Drama Strategy-Improvisation: Read a story, e.g. the story of Rosa Parks. Discuss it. Analyse the plot, the characters, the setting and the message by asking questions. Ask the students to work in groups to create a short sketch based on the story and to present it through their bodies, voices, hearts and minds.

Drama does it!


C for…..Creative Development

Many traditional lessons do not encourage creativity, but we know that we must include the arts (Robinson, K. 2011) in our language lessons, as many students just cannot learn a language purely as a system of rules to be applied. Both teachers and students come to the classroom with heads full of imagination, but how many times do teachers ask students to USE those imaginations? In drama, we learn through practical experimentation, bringing the imagination out into the open and we encourage a free flow of original and personal ideas. Young children learn their first language through play and that is what we, English language teachers who believe in the power of the arts to empower, try to foster in drama with any age group. We ask them to be original, to think outside the box, to be flexible, to brainstorm constantly, to be fluent in their thinking and to elaborate on what they already know… and all of that on their feet!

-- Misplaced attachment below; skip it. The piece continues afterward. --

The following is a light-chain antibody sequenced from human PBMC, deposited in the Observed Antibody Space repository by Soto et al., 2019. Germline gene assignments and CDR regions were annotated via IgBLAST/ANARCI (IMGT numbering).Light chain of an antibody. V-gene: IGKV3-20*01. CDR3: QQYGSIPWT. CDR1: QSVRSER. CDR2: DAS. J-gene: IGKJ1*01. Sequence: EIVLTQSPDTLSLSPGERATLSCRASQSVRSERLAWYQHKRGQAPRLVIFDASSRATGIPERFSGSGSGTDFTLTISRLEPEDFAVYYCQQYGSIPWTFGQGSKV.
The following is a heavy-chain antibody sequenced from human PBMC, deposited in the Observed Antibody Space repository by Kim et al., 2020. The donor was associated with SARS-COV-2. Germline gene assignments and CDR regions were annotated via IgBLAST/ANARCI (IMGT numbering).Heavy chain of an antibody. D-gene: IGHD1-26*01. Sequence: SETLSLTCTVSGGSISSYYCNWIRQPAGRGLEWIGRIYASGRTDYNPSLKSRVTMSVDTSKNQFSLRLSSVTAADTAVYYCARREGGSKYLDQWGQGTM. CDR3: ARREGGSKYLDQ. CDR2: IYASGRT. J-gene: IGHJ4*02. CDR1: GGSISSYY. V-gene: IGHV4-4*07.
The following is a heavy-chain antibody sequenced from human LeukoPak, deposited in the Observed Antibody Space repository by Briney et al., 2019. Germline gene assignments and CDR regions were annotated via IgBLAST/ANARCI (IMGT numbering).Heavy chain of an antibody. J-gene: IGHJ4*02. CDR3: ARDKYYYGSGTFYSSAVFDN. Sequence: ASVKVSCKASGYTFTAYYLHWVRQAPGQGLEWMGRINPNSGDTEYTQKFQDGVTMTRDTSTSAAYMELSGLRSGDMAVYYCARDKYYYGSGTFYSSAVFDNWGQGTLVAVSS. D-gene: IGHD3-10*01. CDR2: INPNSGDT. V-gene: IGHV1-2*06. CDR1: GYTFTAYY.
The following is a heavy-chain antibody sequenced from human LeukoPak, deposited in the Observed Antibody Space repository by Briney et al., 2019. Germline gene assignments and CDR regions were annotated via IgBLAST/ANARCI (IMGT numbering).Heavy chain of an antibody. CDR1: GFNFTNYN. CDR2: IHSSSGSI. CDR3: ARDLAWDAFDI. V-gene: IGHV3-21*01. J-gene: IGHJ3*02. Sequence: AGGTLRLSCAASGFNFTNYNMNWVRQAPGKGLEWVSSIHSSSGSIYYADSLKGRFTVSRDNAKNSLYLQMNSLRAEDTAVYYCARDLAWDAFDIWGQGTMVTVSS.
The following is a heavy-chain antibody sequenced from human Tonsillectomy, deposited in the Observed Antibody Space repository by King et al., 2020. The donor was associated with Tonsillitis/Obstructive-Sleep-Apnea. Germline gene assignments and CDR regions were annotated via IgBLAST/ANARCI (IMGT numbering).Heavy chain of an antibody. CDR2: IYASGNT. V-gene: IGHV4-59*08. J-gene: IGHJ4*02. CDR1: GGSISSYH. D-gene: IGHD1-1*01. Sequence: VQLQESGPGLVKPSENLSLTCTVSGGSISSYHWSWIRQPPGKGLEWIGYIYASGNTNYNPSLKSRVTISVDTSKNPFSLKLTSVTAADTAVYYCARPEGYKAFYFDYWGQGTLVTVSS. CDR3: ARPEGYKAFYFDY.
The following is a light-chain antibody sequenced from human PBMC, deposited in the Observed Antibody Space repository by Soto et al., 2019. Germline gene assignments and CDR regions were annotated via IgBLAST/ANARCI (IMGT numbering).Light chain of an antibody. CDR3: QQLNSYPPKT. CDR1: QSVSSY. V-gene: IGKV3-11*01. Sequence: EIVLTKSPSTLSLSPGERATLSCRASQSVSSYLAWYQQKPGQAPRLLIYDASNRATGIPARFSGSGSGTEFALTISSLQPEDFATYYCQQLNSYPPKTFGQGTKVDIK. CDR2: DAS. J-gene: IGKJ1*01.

Drama Strategy-This is not a ball it’s a …: Sit in a circle on chairs. Ask the students to stand up and breathe deeply for a few minutes. Show them a large ball, bounce it on the floor and say “This is not a ball…it’s a …” At that point, change your actions to holding the ball in your arms as if it were a baby, rocking it and singing sweetly. The class should say: “It’s a baby!” Pass the baby on to the next student on your left or right and they repeat your last mime and say “This is not a baby…it’s a…and show a new mime without naming the object. Continue until everybody has had a try. Next ask the whole class to repeat the vocabulary in order. Indicate each student in order and say: “She said it was not a …but a … Point to the next student and say  “He said …” The next day ask the students for the list.

Drama does it!


E for…..Emotional Development